At the federal level, the most likely partner for such an agreement would be the NDP under Jagmeet Singh. During the campaign, Singh laid out six priorities for supporting another party in a minority, including pharmacare, investments in housing and action on climate change.

In exchange for maintaining the minority government, the NDP would expect to influence government policy on these files.

It’s possible that the Liberals could form a formal coalition with another party — in which members of the other party serve in cabinet — to maintain a majority, though this is unlikely.

The Bloc also has enough seats to sustain a Liberal government if it chooses to do so.

However they get there, the goal of the Liberals will be to make sure they have at least 170 votes for confidence challenges and pieces of major legislation.

Whether Trudeau wants to cut a deal with another party or take it vote by vote is up to him.

ELECTION 2019: Here are the results from our 12 B.C. races to watch

Christian Paas-Lang, The Canadian Press


Like us on Facebook and follow us on Twitter.

Just Posted

The District of Kitimat Leisure Services Department plans to raise their fees again, starting September 1. (District of Kitimat photo)
Kitimat Leisure Services Department plan to raise fees again, starting September 1

A bylaw needs to be approved by council, in an open council meeting, before increases and changes

CVSE officer checking out all the trucks before the convoy, which started at Riverlodge Recreational Centre in Kitimat BC and finished at the George Little Park in Terrace BC. (Jacob Lubberts photo)
VIDEO: Kitimat truck drivers rally together in honour of 215 bodies discovered at Kamloops Residential School

The convoy started at Riverlodge Recreational Centre and finished at the George Little Park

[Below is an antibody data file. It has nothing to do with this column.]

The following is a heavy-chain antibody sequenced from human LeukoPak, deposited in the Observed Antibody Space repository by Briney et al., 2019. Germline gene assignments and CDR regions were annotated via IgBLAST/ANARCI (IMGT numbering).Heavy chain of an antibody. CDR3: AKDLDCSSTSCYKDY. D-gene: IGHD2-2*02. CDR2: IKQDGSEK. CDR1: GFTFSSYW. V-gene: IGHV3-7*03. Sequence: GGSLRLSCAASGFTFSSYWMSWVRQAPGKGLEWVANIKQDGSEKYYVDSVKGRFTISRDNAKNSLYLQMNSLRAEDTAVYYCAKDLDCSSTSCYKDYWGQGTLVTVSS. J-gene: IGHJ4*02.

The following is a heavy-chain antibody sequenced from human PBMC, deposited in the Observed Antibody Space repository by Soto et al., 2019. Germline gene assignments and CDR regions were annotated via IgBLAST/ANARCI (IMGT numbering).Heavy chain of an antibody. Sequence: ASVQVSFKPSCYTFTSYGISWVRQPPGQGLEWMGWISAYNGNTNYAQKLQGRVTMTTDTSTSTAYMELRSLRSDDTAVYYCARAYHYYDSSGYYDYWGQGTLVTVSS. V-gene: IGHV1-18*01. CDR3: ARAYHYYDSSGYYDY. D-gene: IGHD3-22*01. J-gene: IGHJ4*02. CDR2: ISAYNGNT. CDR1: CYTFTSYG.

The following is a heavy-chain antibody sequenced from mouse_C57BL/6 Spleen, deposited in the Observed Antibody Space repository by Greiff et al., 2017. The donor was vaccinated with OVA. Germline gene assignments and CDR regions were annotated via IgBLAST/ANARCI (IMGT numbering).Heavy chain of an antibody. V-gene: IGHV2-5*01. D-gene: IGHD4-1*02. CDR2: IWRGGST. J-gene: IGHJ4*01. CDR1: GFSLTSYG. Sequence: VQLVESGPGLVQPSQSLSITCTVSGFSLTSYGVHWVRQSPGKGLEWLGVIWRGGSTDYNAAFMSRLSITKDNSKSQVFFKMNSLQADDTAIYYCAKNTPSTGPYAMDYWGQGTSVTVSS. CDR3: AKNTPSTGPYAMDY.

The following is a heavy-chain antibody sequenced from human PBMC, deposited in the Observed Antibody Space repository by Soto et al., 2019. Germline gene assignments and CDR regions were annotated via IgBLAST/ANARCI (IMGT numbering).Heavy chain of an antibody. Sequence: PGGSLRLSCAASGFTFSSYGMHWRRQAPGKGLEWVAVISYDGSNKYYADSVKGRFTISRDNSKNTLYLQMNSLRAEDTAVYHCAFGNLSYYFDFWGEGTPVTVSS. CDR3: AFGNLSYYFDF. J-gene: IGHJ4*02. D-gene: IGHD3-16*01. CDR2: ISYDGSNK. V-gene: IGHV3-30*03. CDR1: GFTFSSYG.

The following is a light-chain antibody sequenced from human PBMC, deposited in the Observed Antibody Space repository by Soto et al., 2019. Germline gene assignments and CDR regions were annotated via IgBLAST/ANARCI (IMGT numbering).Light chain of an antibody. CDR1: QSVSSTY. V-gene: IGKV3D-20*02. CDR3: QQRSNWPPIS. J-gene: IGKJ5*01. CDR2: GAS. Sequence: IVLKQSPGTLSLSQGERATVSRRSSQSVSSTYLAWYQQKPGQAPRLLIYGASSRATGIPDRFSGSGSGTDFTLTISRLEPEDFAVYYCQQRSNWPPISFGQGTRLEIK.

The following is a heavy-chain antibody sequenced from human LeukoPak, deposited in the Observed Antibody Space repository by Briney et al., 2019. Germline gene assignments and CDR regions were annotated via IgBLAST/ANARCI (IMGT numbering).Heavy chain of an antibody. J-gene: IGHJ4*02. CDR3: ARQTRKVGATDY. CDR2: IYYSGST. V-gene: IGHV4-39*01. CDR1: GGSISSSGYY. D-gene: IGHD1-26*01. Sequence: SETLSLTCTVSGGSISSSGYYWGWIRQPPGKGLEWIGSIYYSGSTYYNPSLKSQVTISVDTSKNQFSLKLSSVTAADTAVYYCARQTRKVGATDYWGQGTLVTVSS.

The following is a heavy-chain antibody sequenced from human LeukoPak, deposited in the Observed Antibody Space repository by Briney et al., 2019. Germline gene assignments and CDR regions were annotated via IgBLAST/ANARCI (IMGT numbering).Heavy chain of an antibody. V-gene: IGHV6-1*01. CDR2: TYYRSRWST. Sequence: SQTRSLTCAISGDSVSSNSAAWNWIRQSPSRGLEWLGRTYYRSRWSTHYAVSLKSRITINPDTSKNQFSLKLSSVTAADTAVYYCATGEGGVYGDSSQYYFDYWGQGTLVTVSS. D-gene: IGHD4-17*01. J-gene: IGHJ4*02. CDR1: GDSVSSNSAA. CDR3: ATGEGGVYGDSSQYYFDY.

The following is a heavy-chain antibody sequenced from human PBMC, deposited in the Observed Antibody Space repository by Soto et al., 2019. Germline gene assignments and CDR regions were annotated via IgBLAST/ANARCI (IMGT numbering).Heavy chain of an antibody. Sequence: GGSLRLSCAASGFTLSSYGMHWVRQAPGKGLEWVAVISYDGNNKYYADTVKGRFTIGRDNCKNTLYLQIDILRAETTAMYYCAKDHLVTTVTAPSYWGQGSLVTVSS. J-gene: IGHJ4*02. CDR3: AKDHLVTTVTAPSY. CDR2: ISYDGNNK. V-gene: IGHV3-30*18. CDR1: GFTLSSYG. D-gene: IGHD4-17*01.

Coast Mountains School District No. 82 acting superintendent of schools, Janet Meyer, talks about policies and procedures relating to the death of Diversity Morgan, a LGBTQ+ student. (Black Press file)
School District 82 to revisit policy after transgender student’s death

Diversity’ death has created a deeper resolve for CMSD 82 to continue doing the work they started

FILE – Perry Bellegarde, National Chief of the Assembly of First Nations, takes part in an event on Parliament Hill in Ottawa on Tuesday, July 7, 2020. THE CANADIAN PRESS/Sean Kilpatrick
Indigenous Peoples Day must be a ‘call to action’, says Assembly of First Nations chief

Discovery of children at Kamloops residential school site must lead to change, Perry Bellegarde says

Outside the Kitimat RCMP police station, Diversity Morgan’s family and Kitimat RCMP come together for a pride flag-raising ceremony. (Jacob Lubberts photo)
With heavy hearts, the Kitimat RCMP hosted a pride flag ceremony to highlight the RCMP’s commitment to inclusion and diversification, as well as honouring the passing of 15-year-old transgender student, Diversity Morgan, from Kitimat.
Speeches were given by Staff Sergeant Graham Morgan, Mayor Phil Germuth, Haisla Nation Chief Councillor Crystal Smith, and Diversity’s father, Mike Wilson.
“We are gathered here for the pride flag ceremony, but in my mind, we’re gathered here in solidarity for anyone who’s ever experienced prejudice or discrimination. […] Today we celebrate what makes us all unique individuals,” Mayor Phil Germuth said in his speech at the pride flag ceremony.
Struggling to get the words out, Crystal Smith, Haisla Nation’s chief councillor, emphasized her condolences to Diversity’s family in her speech sharing her similar experiences as well as acknowledging the need for education around these subjects.
Diversity’s father, Mike Wilson, said he wished that everyone was there under different circumstances but was grateful to see the turnout and the support from the community.